NEW YORK—Development plans for New York City’s historic South Street Seaport were called into question last week. After the local community board announced that plans have been halted in favor of a community-centric approach, the developer and the city’s economic development corporation denied any change in plans.
Community Board 1 said it decided to pause the uniform land use review process for the Howard Hughes Corporation (HHC) development plans for the South Street Seaport. The most controversial part of the plan was a 600-foot-tall mixed-use tower that would have an adjacent marina.
The city is developing a South Street Seaport Task Force that will likely include community members, elected officials, the South Street Seaport Museum, and the city’s Economic Development Corporation.
In a statement on the announcement, HHC flatly denied any change in its plans.
“The Howard Hughes Corporation is continuing to move forward with its proposed plan,” read the statement. “The process has not stopped.” The statement did confirm, however, that a community advisory board of some kind is being formed, with HHC’s support.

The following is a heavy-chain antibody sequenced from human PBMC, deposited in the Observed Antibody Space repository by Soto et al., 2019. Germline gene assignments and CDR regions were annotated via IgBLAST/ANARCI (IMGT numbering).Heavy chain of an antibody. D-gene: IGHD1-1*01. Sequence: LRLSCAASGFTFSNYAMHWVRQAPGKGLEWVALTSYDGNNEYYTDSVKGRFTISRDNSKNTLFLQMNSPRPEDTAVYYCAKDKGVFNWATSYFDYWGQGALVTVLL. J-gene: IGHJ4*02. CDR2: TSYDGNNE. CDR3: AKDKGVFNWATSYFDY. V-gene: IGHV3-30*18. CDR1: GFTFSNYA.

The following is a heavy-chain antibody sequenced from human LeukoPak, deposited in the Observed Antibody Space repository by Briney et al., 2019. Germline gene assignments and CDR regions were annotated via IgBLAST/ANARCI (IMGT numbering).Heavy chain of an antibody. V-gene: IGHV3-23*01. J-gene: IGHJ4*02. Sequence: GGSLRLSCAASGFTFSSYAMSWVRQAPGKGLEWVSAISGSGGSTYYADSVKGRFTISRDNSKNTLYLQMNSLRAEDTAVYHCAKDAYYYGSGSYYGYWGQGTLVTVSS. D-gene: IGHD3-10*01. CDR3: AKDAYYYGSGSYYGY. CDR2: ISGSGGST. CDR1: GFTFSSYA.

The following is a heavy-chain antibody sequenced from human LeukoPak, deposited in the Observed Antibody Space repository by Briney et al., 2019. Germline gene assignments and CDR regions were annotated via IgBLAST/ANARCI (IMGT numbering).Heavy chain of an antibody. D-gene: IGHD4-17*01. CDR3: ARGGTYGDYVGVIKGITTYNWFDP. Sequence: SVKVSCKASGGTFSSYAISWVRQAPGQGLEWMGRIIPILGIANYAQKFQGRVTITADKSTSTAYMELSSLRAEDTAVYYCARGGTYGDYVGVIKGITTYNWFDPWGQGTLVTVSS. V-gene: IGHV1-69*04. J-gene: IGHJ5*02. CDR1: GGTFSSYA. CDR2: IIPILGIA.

HHC made two major presentations to the community in the past few months with a detailed vision for the South Street Seaport to transform it into a shopping, dining, and entertainment hub. The plans include renovating and moving the Tin Building, building a new marina, and creating a 10,000-square-foot food market.
At a town hall meeting on Jan. 14, more than three dozen community members who commented on the record were largely against the plans. An overarching concern for the public and the city has been the presence of a high-rise tower at the seaport, which is characterized by historic, low-rise buildings and an unimpeded vista of the Brooklyn Bridge.